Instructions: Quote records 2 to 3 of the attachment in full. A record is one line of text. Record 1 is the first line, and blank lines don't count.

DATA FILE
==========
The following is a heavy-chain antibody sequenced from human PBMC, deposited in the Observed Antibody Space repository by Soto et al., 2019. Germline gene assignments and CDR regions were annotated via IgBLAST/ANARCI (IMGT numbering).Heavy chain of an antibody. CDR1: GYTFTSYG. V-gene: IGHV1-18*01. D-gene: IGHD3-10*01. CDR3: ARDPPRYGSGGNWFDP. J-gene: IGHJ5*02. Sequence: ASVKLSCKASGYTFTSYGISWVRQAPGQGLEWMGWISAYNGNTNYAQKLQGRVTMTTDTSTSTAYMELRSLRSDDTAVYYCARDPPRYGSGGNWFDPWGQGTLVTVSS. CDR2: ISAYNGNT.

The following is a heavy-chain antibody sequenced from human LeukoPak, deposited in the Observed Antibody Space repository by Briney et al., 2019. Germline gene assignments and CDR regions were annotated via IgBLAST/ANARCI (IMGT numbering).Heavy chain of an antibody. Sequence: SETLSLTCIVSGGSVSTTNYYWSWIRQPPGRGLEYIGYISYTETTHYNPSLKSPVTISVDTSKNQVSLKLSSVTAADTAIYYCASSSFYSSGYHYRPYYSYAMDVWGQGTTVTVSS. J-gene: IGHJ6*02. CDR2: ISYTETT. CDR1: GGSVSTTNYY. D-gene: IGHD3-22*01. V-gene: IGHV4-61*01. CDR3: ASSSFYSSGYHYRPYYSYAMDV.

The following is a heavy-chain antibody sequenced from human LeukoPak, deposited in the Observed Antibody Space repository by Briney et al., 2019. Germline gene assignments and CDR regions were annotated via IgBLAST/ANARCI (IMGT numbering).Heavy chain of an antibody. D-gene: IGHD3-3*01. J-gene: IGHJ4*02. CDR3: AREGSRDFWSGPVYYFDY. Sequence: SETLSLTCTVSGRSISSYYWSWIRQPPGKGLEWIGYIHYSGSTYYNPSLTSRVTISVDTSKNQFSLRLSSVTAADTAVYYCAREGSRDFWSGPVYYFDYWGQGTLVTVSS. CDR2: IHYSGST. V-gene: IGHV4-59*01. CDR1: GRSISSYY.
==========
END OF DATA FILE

The following is a heavy-chain antibody sequenced from human LeukoPak, deposited in the Observed Antibody Space repository by Briney et al., 2019. Germline gene assignments and CDR regions were annotated via IgBLAST/ANARCI (IMGT numbering).Heavy chain of an antibody. Sequence: SETLSLTCIVSGGSVSTTNYYWSWIRQPPGRGLEYIGYISYTETTHYNPSLKSPVTISVDTSKNQVSLKLSSVTAADTAIYYCASSSFYSSGYHYRPYYSYAMDVWGQGTTVTVSS. J-gene: IGHJ6*02. CDR2: ISYTETT. CDR1: GGSVSTTNYY. D-gene: IGHD3-22*01. V-gene: IGHV4-61*01. CDR3: ASSSFYSSGYHYRPYYSYAMDV.

The following is a heavy-chain antibody sequenced from human LeukoPak, deposited in the Observed Antibody Space repository by Briney et al., 2019. Germline gene assignments and CDR regions were annotated via IgBLAST/ANARCI (IMGT numbering).Heavy chain of an antibody. D-gene: IGHD3-3*01. J-gene: IGHJ4*02. CDR3: AREGSRDFWSGPVYYFDY. Sequence: SETLSLTCTVSGRSISSYYWSWIRQPPGKGLEWIGYIHYSGSTYYNPSLTSRVTISVDTSKNQFSLRLSSVTAADTAVYYCAREGSRDFWSGPVYYFDYWGQGTLVTVSS. CDR2: IHYSGST. V-gene: IGHV4-59*01. CDR1: GRSISSYY.